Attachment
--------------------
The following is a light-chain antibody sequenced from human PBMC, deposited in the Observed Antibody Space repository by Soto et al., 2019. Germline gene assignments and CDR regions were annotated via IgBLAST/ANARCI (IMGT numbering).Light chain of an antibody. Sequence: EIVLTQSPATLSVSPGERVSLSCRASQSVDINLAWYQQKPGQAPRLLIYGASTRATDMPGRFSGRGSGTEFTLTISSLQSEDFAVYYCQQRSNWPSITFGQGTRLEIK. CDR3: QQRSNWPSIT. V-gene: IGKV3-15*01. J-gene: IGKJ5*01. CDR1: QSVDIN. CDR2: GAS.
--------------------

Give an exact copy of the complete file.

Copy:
The following is a light-chain antibody sequenced from human PBMC, deposited in the Observed Antibody Space repository by Soto et al., 2019. Germline gene assignments and CDR regions were annotated via IgBLAST/ANARCI (IMGT numbering).Light chain of an antibody. Sequence: EIVLTQSPATLSVSPGERVSLSCRASQSVDINLAWYQQKPGQAPRLLIYGASTRATDMPGRFSGRGSGTEFTLTISSLQSEDFAVYYCQQRSNWPSITFGQGTRLEIK. CDR3: QQRSNWPSIT. V-gene: IGKV3-15*01. J-gene: IGKJ5*01. CDR1: QSVDIN. CDR2: GAS.